To help ensure the credibility and integrity of the report, the client hired a third-party research firm to conduct the study, and an outside technical writer had crafted the document with a blind eye towards trying to slant the copy in any direction other than factual reporting. The paper provided some compelling and helpful facts and figures on metrics that we knew would interest our target audience, and it concluded that the client’s product was, indeed, superior.

The paper itself was completely non-branded — it looked and felt like the scientific research paper that it was, and therefore was entirely credible. Thus the term “whitepaper” — as it was an unbiased view based on fact.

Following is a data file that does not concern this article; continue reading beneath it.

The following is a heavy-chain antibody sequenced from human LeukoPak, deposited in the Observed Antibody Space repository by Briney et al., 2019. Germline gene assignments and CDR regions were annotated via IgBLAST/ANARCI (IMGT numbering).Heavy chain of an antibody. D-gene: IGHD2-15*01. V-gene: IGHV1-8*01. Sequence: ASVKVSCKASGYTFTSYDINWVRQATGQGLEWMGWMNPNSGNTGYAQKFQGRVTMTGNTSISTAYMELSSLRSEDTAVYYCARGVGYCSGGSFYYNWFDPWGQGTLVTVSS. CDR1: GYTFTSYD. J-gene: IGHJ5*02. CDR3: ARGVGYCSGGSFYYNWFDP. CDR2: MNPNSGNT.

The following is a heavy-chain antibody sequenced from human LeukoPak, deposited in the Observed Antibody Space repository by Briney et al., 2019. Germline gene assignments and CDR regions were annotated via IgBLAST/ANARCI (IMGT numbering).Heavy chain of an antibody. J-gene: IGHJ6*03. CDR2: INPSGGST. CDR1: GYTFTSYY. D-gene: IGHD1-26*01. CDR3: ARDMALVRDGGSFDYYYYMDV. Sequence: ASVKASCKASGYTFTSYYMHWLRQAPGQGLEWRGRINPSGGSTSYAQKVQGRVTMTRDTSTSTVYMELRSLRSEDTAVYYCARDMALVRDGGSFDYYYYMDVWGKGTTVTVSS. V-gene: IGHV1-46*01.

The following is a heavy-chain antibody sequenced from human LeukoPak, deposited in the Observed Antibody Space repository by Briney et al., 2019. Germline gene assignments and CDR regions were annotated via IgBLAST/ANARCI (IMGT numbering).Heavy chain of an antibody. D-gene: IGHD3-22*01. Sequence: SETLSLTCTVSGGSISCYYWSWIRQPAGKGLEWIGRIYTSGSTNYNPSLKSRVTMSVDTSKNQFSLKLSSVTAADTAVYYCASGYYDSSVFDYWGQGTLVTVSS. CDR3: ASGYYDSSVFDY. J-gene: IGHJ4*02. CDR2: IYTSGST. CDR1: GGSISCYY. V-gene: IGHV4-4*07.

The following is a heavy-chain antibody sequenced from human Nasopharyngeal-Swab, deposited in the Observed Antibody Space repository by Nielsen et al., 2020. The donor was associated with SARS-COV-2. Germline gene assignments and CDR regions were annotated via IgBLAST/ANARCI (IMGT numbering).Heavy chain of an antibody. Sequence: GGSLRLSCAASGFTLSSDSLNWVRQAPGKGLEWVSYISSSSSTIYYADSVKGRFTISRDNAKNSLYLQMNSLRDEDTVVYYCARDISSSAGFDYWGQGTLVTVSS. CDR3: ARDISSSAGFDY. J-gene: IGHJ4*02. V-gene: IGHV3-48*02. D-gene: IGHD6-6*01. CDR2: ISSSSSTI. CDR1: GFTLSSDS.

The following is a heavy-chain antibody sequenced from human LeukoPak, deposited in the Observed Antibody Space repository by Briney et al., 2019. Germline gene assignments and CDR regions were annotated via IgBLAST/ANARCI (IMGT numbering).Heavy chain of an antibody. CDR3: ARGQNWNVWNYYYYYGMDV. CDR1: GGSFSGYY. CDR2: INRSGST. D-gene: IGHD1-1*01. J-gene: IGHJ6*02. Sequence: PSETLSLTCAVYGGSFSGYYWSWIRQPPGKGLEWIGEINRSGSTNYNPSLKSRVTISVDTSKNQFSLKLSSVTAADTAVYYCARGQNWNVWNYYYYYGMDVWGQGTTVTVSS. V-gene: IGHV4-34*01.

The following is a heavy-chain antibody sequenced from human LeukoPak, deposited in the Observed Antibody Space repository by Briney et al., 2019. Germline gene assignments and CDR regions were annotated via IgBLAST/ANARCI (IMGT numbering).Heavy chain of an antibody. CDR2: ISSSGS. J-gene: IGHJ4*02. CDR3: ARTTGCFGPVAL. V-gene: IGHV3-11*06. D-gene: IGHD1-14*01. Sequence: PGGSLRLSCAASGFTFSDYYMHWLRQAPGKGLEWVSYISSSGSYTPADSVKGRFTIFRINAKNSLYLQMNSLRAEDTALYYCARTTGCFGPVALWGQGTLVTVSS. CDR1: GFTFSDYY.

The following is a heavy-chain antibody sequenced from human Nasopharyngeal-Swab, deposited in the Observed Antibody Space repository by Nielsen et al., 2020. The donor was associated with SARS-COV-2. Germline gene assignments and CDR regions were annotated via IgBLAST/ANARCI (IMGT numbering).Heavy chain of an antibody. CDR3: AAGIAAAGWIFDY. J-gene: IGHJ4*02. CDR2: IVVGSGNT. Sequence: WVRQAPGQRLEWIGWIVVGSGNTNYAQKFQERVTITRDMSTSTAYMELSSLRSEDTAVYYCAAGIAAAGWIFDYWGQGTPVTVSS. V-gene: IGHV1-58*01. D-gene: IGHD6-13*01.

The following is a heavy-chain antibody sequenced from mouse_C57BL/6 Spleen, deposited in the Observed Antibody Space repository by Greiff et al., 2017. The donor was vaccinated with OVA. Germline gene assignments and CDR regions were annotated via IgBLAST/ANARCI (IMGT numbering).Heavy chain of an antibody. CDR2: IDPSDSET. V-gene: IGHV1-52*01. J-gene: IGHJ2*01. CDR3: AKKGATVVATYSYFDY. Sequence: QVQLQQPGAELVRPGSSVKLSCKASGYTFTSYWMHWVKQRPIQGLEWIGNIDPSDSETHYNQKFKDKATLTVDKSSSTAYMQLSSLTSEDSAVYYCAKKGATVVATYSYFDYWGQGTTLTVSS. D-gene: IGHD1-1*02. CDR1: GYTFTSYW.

As the strategy of using whitepapers has become more common, too many marketers have missed (or forgotten!) their strategic purpose. In fact the pendulum has swung in the exact opposite direction as brochure-ware is now mislabeled as a whitepaper.

Stop calling it a whitepaper. It’s a brochure.

Giant client logos now dominate the document from the first page to the last. Some have gone so far as to take the first three or four pages of the report to provide information on the brand — who they are, what they do, why their products are superior, or profiles of key executives. This defeats the entire whitepaper strategy, and instead of providing credible support to the brand, it is a thinly disguised brochure … and one that isn’t even helpful because it’s lost all its perceived objectivity.